What Causes Crying Jags?
A jag is described as overindulgence in an activity such as crying hence the term crying jag. Crying jags are uncontrolled bouts of crying which may last for long periods and can be cathartic. Developmental psychologist Dr. Aletha Solter states that “crying removes excess stress-related chemicals from the body and serves the purpose of restoring the body’s chemical balance after a stressful event has occurred. Crying is a beneficial physiological process that allows people to cope with stress and can be considered an inborn healing mechanism”. Excessive crying can be brought on by a number of factors; it can start suddenly or begin after a period of depression. Factors that may trigger excess crying is clinical depression, bipolar disorder, pregnancy, changes in hormones, death of a loved one, high levels of fear, anxiety or stress, alcohol and drug abuse. Crying jags also occur in infants where the baby may be in pain or discomfort as in the case of colic.
Depression is a medical condition brought on by the imbalance of brain chemicals and other factors. Depression can result from physical conditions, trauma and stress, family history, pessimistic personality and psychological disorders. It can change the way a person thinks, feels and behaves as well as changes in their physical well-being. Changes in behavior during depression are reflective of the negative emotions being experienced and because of the chronic sadness, excessive crying is common.
Substance abuse includes the use or over use of substances such as drugs, alcohol, and tobacco which occurs for varied, unexplainable or complicated reasons. Abused substances produce some form of intoxication that alters judgment, perception, attention, or physical control. Many substances can bring on a withdrawal effect caused by cessation or reduction in the amount of the substance used. Withdrawal can range from mild anxiety to seizures and hallucination and depression. Continued feelings of sadness or depression are also symptoms of ongoing drug abuse and triggers crying jags.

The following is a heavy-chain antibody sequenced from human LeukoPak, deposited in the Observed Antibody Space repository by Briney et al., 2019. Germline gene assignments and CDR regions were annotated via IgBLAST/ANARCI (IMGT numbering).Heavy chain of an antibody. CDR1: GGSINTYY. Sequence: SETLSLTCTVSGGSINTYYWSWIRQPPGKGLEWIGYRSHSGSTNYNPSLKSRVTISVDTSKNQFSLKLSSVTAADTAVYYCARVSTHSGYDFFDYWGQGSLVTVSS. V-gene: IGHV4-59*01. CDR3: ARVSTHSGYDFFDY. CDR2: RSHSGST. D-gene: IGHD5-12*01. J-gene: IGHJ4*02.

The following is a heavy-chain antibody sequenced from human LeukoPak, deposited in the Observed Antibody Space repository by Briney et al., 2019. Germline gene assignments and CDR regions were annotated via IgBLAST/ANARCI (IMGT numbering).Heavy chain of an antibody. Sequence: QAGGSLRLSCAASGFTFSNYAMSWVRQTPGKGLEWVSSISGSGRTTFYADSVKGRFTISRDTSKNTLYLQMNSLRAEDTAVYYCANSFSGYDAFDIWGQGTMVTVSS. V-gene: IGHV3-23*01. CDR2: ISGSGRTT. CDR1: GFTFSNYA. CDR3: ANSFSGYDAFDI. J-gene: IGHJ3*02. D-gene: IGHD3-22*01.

The primary symptoms of bipolar disorder are dramatic and unpredictable mood swings. There are several types of bipolar disorder; all involve episodes of depression and mania to a degree. The symptoms of bipolar disorder are categorized as Mania symptoms and Depression symptoms. Mania symptoms may include excessive happiness, excitement, irritability, restlessness, increased energy, less need for sleep, racing thoughts, high sex drive, and a tendency to make grand and unattainable plans. Depression symptoms may include sadness, anxiety, irritability, loss of energy, uncontrollable crying, change in appetite causing weight loss or gain, increased need for sleep, difficulty making decisions, and thoughts of death or suicide. High mood swings do not necessary occur right after or before low mood swings.
Crying is seen as a physical symptom of hormonal imbalance. Women who are in menopause will experience mood swings which can suddenly trigger crying jags. Menopausal mood changes will lead to extreme irritability, concentrated anxiety, depression and nervousness. Since the changes in levels of hormones such as progesterone and estrogen which are known to affect the brain, menopause is highly likely to lead to mood swings. Serotonin (hormone that acts both as a chemical messenger that transmits nerve signals between nerve cells and that causes blood vessels to narrow) and progesterone are stress relievers and women in menopause experience low levels of both which will also trigger excess crying.